Journal of Arthritis

ISSN - 2167-7921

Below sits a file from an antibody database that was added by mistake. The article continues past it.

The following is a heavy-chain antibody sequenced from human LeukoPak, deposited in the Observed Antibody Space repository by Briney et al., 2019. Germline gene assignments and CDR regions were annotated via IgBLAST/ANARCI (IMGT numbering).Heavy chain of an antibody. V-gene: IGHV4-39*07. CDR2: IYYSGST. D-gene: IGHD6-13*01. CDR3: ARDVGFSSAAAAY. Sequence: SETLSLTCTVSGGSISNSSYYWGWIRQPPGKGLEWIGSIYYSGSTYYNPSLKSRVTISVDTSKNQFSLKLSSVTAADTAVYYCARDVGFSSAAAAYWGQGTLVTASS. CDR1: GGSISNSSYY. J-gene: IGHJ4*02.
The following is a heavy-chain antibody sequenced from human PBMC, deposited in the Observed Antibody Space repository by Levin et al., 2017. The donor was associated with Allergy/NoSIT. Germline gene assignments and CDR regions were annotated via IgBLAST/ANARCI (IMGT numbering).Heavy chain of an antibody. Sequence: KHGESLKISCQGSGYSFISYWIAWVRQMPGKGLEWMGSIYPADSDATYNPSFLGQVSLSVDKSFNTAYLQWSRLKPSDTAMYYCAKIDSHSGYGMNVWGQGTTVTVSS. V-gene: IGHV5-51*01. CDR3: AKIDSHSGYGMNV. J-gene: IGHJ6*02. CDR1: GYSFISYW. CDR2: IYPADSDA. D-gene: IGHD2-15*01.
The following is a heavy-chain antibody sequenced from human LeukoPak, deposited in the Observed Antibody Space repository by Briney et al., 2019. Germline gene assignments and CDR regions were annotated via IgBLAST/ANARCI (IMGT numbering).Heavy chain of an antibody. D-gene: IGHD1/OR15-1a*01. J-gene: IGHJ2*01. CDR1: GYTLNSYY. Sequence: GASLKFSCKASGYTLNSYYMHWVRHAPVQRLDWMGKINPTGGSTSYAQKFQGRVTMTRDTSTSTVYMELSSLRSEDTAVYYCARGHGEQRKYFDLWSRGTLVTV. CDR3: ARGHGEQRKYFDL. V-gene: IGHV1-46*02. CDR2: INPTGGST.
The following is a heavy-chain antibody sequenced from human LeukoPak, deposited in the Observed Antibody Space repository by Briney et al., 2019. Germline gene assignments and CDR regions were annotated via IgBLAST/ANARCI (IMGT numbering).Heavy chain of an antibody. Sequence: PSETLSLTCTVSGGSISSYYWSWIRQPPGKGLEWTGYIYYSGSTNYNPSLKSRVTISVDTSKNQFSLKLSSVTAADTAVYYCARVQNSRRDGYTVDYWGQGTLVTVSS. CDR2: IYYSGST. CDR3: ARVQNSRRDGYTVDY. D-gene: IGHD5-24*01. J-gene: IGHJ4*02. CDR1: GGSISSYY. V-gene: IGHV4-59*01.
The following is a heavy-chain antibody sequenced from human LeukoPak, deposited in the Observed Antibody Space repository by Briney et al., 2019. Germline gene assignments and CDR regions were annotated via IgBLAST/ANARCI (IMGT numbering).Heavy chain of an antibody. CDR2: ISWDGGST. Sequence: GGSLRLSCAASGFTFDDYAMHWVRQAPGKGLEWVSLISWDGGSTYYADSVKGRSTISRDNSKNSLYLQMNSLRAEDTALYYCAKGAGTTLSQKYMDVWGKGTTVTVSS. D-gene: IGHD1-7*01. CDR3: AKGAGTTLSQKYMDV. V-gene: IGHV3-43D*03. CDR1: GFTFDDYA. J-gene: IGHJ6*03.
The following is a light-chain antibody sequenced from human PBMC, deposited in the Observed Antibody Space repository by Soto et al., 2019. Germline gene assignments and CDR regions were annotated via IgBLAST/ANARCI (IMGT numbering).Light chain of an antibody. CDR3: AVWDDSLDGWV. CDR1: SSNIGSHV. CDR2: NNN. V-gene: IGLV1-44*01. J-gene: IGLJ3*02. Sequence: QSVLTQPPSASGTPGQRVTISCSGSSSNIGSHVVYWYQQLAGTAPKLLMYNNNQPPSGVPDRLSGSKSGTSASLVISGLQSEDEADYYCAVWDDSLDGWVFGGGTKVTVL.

Ochronosis is a syndrome caused by the accumulation of homogentisic acid in connective tissues. The condition was named after the yellowish (ocher-like) discoloration of the tissue seen on microscopic examination. Macroscopically, though, the affected tissues appear bluish-grey because of a light-scattering phenomenon known as the Tyndall effect. The condition is most often associated with alkaptonuria, but can occur from exogenous administration of phenol complexes such as hydroquinone. It was first described by Rudolf Virchow in 1865 Exogenous ochronosis can be caused from long-term use of certain "skin-lightening" products, even if the hydroquinone is in amounts as small as 2%.  Skin-lightening products are still prevalent in many parts of the world. This may be due to aesthetic or social-standing reasons, in areas where a lighter skin tone is considered to be a sign of wealth or beauty. Also, skin-lightening creams containing compounds such as hydroquinone are commonly used to help with hyperpigmentation disorders such as melasma.
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